SATELLITE technology would be used to track sex offenders under Scottish Government plans to crack down on the most predatory and dangerous criminals.
A consultation launched tomorrow will also propose using the GPS tags to track domestic abuse and persistent offenders, and alcohol bracelets for people who commit crimes while drunk.
While many sex offenders, and other criminals, are already tagged, the move would see a major increase in how much of their movement is monitored.
Current radio frequency tags go off if someone leaves a certain area, such as their home, or goes somewhere they should not go within set times.
Using satellite technology and Google maps, police will be able to monitor a sex offender at all times, wherever they go. They will be able to observe patterns of movement to help build intelligence.
Writing in today’s Scotland on Sunday, justice secretary Kenny MacAskill said: “Satellite tracking can enable authorities to pinpoint an offender’s exact location in real time, which has the potential to greatly assist how they are monitored. It also allows them to set up specific exclusion zones, preventing offenders from entering potential risk areas like high streets, schools and playgrounds.”
Alcohol bracelets have already been used in the US and are another way of showing whether a person has been drinking, by testing the sweat coming from the skin’s pores.
Both would be available to judges and sheriffs as sentencing options, or as a way of enforcing licence conditions.
Last month, it emerged there were ten murders and eight sexual offences committed by people released from prison on licence, in Scotland, in 2012-13.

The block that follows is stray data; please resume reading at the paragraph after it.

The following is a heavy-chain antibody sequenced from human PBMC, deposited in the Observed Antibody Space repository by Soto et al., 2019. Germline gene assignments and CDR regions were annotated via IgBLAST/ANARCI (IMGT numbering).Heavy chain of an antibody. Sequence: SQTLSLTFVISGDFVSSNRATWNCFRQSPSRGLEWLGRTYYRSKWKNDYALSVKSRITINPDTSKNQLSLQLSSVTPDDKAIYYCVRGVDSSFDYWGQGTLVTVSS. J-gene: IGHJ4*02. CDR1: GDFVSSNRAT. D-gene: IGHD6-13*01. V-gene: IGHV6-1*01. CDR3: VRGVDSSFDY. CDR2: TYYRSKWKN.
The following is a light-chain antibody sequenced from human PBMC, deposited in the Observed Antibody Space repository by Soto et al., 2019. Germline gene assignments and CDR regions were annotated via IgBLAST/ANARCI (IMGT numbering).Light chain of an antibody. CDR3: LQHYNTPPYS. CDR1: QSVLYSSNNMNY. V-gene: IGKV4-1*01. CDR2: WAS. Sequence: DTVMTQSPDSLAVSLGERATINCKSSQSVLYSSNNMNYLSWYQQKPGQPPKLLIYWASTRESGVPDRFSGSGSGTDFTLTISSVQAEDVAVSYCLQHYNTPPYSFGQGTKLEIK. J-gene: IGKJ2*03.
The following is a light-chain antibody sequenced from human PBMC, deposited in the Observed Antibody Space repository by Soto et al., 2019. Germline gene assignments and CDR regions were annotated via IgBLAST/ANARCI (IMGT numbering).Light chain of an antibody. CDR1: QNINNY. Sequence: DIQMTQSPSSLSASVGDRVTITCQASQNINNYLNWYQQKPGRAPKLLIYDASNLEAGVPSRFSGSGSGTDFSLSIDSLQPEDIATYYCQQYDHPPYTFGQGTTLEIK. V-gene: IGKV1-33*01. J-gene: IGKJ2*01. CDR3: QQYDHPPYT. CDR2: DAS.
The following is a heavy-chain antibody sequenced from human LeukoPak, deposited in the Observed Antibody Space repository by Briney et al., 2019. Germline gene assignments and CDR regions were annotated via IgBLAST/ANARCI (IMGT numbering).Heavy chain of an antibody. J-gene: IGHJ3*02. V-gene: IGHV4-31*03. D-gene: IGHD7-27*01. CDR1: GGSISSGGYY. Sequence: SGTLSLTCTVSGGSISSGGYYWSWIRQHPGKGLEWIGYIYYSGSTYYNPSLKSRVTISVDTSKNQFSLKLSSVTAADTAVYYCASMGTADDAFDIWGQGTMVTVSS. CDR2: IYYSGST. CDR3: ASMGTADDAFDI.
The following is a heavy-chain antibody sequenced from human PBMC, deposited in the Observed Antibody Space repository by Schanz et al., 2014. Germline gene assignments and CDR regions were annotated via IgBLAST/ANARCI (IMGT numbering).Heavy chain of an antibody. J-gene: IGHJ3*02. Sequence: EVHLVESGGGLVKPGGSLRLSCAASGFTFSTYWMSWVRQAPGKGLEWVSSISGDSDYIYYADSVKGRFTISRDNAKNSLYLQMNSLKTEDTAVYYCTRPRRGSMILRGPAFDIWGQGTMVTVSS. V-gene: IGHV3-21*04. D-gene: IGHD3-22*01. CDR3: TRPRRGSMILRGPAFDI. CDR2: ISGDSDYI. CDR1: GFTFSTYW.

Despite this, MacAskill insisted Scotland’s monitoring of criminals, including sex offenders, is already “among the most stringent anywhere”.
Electronic monitoring is “already an important tool for managing offenders in the community” but there are “operational and ethical issues which need to be taken into consideration”, he added.
“While satellite tracking alone cannot provide a magic solution to the complex issues faced by those dealing with offenders, it does have the potential to improve how they are monitored and managed, for the benefit of the public.
“It is important to stress that we are not proposing using the new technology to allow offenders who would currently be sent to jail to be in the community, but to improve monitoring of offenders who would already be given community sentences or be out on licence.” Police have already been involved in talks on tagging.
Detective Chief Superintendent Gill Imery, head of public protection for Police Scotland, said: “We keep our processes and procedures under constant review and are in regular discussion with the Scottish Government and our other partners in relation to innovation in offender management such as electronic tracking.”
Chief Superintendent David O’Connor, president of the Association of Scottish Police Superintendents (Asps), added: “I’ve absolutely no doubt that as technology progresses it has the potential to ensure that these types of offenders are tracked, their movements are made available to various services and, ultimately, that will lead to a reduction in offending.”
The proposals were also welcomed across the political spectrum.
Scottish Conservative justice spokeswoman Margaret Mitchell said: “We welcome the move, but it doesn’t mask the problems that currently exist with the sex offenders’ register.”
Alison McInnes MSP, Scottish Liberal Democrat justice spokeswoman, said: “Satellite tracking will mean offenders can be out repairing the damage they have caused to the community rather than sitting in a prison cell. It keeps people safe.”
Graeme Pearson MSP, Scottish Labour’s justice spokesman, added: “We also need a reassurance that while monitoring offenders in the community is an important tool available to judges in sentencing, it is not seen as a cheap alternative to prison.”